"It means that we have a heck of a team, really. The runs we put up, and I don't think anybody talks about our defense.'' - Porcello, asked about the significance of being baseball's first 18-game winner.

"It's cool to be a part of that, but we're in a race right now and that's way more important.'' - Mookie Betts on the crowd chants of "MVP!" during his at-bat.



* Hanley Ramirez has nine extra-base hit in the last 15 games.

* Opposing baserunners have stolen only 54 percent of the time when Sandy Leon is behind the plate, the lowest figure for any Red Sox catcher (minimum 20 games) since 1987

* Brock Holt tied a season high with three hits, including two with two outs and runners in scoring position.

* Mookie Betts set a career high with 72 extra-base hits.

* Betts became the third player in franchise history to have a 30-homer season before the age of 24. Ted Williams and Tony Conigliaro are the others.

* Betts has five homers and 13 RBI in his last five home games.

* Rick Porcello is just the fifth major league pitcher since 1913 to begin a season 13-0 at home

* Porcello is the third Red Sox pitcher to win 18 of his first 21 decisions after Cy Young (1902) and Daisuke Matsuzaka (2008)

* David Ortiz leads the majors in doubles, slugging percentage and OPS.



1) Rick Porcello

The righthander became the first 18-game winner in the big leagues and he did it by supplying seven innings for the sixth straight start while improving to 13-0 at home.

2) Mookie Betts

Betts gave the Red Sox an early lead with his 30th homer of the year, becoming the third player in franchise history to reach that milestone before the age of 24.

3) Travis Shaw

Shaw broke out of a month-long slump with a three-hit game, including a double, to go along with two RBI.


First impressions: Porcello settles in, helps Red Sox beat Rays, 9-4


First impressions: Porcello settles in, helps Red Sox beat Rays, 9-4

First impressions from the Red Sox' 9-4 win over the Tampa Bay Rays:


* Rick Porcello followed form.

Porcello has, throughout the season, struggled some in the early innings before making some adjustments and stabilizing as the game wears on.

So it was Monday night against the Rays.

Coming into the start, Porcello had compiled a 4.15 ERA in the first three innings with a 2.13 ERA in innings four through six.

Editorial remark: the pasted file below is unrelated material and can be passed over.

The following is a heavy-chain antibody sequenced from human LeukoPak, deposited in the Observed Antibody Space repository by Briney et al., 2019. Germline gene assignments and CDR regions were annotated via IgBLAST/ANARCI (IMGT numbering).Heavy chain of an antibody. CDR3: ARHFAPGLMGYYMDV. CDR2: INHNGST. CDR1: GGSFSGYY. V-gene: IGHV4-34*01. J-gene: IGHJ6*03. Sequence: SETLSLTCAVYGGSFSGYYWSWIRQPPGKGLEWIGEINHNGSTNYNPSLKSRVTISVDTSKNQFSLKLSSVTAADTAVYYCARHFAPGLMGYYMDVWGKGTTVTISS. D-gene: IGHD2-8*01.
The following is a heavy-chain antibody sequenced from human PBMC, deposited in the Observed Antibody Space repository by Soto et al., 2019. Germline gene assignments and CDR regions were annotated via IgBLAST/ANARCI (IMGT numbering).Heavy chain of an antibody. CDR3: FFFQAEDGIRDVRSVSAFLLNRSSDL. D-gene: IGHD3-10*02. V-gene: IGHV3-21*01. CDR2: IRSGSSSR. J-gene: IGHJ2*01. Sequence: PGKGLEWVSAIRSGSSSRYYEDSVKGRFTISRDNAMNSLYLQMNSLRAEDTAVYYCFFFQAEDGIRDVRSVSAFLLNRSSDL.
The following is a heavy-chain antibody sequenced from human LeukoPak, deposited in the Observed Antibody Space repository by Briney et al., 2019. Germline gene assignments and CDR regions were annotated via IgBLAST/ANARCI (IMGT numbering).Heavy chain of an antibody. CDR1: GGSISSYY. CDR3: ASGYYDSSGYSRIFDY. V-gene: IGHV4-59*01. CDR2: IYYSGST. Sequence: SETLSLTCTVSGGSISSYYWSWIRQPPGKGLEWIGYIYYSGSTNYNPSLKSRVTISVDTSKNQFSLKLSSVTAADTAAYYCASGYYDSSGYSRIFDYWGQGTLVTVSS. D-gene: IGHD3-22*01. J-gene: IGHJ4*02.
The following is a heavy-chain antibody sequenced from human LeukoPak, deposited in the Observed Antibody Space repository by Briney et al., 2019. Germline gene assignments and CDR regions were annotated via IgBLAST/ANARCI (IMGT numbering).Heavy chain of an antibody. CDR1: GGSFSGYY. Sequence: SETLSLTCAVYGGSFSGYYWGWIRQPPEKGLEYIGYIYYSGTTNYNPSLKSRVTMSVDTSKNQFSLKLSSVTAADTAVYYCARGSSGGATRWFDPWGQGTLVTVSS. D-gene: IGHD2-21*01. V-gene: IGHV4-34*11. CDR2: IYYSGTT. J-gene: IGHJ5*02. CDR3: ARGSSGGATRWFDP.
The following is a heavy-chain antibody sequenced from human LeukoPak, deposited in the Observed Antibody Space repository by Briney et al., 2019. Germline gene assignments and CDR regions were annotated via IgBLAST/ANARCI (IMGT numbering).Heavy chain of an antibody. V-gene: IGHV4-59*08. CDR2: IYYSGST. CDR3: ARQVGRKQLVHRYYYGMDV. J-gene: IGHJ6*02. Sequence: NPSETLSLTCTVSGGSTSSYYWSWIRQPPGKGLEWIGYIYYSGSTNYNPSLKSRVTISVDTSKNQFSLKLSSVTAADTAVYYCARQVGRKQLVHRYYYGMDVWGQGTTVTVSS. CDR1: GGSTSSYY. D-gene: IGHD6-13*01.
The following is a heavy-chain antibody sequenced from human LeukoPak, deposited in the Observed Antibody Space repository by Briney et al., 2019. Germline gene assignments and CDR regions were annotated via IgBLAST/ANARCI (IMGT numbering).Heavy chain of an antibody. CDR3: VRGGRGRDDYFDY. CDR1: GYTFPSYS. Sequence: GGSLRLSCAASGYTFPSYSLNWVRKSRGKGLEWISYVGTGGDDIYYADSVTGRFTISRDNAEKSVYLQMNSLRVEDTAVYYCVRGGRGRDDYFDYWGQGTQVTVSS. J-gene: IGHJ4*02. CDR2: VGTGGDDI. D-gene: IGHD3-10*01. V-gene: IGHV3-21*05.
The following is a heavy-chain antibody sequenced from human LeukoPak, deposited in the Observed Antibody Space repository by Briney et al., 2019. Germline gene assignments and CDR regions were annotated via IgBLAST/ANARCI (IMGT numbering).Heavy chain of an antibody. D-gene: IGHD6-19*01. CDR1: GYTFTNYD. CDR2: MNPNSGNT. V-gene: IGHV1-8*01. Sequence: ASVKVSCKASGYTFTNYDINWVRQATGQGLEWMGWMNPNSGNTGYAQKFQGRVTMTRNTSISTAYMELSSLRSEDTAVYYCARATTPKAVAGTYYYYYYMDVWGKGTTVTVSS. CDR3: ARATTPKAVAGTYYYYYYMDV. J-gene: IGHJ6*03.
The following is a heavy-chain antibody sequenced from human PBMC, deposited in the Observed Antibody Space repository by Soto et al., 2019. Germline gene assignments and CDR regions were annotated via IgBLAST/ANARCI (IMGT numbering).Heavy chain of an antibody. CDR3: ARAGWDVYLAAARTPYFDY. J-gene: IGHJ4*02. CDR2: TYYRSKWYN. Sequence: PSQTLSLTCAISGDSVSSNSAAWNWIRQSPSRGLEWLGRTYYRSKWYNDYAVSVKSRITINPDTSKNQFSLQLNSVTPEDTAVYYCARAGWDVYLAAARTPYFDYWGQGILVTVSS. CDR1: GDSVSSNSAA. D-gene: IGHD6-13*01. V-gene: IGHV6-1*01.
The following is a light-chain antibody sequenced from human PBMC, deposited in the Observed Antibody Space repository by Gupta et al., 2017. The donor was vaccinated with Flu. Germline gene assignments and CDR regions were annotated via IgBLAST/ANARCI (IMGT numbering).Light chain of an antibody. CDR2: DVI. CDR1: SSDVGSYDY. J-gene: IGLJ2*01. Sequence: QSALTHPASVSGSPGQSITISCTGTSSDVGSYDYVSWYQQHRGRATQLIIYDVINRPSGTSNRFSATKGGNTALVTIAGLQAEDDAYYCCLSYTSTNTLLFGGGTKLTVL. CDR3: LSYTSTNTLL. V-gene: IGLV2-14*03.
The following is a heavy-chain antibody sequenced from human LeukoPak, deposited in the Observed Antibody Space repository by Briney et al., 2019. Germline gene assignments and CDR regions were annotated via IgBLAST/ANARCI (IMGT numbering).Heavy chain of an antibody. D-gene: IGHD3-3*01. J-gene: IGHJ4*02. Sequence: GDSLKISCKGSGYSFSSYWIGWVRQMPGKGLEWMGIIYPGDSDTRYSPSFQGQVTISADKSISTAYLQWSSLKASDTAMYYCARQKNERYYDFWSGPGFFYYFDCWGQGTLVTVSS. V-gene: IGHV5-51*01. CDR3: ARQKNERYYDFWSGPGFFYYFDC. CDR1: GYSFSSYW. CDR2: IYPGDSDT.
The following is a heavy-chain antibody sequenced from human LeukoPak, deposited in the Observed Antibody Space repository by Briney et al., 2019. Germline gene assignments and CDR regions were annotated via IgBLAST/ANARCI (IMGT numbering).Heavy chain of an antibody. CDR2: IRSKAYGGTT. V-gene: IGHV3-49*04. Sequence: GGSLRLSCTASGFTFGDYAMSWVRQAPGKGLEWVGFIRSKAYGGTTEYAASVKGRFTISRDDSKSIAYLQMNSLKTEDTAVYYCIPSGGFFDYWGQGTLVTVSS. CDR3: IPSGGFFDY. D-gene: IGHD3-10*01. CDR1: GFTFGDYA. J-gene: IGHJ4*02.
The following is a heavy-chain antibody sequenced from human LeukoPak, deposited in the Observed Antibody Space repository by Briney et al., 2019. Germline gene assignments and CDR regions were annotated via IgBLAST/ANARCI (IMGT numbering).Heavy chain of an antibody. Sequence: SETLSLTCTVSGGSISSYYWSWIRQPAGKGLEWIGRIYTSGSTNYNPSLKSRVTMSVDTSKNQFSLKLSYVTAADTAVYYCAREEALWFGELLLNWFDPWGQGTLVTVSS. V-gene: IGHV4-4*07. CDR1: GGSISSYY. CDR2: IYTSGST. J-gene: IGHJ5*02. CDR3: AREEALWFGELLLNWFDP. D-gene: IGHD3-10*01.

Sure enough, Porcello allowed four straight hits and two runs in the third inning. After that, he looked like a different pitcher. He did yield a solo run in the fifth when he gave up a leadoff double and two groundouts.

But from the fourth through the seventh, he faced 13 hitters and retired 12 of them, including five by strikeout.


* Travis Shaw showed signs of digging out his funk at the plate.

Shaw was 0-for-6 to start the homestand, and since the beginning of August, had compiled an anemic .141/.236/.264 slash line with only four extra-base hits (two doubles, two doubles).

That resulted in Shaw losing playing time to Aaron Hill at third, and being dropped lower in the batting order.

But Monday, Shaw smacked a double to right -- the kind of extra-base power that he almost routinely flashed in the first half -- and later added two singles for a three-hit night.

It marked the first multi-hit game for him since July 26, better than a month ago.


* Lo and behold, the Red Sox can collect hits with the bases loaded.

The team's struggles in that department have been well-chronicled. Coming into the night, the Sox were hitting just .211 in such situations, ranking them 14th out of the 15 A.L. teams.

Time after time, the Sox have failed to come through with the bases full, sometimes even with no outs.

But that wasn't the case Monday. Twice, in fact, the Sox had innings with the bases loaded and both times, they scored.

In the second, Brock Holt's single to left scored Chris Young, though Sandy Leon was cut down at the plate when the Sox tried to get two runs out of it.

In the seventh, a sharp single to center by Sandy Leon scored two more.